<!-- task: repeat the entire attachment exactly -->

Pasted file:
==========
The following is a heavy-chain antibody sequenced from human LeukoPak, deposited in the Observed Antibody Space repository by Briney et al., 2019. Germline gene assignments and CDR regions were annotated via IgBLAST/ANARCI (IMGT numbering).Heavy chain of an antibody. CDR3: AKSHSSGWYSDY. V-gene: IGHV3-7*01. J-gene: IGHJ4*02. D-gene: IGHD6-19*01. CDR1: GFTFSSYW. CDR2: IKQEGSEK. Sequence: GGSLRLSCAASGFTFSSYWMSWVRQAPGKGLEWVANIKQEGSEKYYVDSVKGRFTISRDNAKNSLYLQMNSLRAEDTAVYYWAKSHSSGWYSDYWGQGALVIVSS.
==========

The following is a heavy-chain antibody sequenced from human LeukoPak, deposited in the Observed Antibody Space repository by Briney et al., 2019. Germline gene assignments and CDR regions were annotated via IgBLAST/ANARCI (IMGT numbering).Heavy chain of an antibody. CDR3: AKSHSSGWYSDY. V-gene: IGHV3-7*01. J-gene: IGHJ4*02. D-gene: IGHD6-19*01. CDR1: GFTFSSYW. CDR2: IKQEGSEK. Sequence: GGSLRLSCAASGFTFSSYWMSWVRQAPGKGLEWVANIKQEGSEKYYVDSVKGRFTISRDNAKNSLYLQMNSLRAEDTAVYYWAKSHSSGWYSDYWGQGALVIVSS.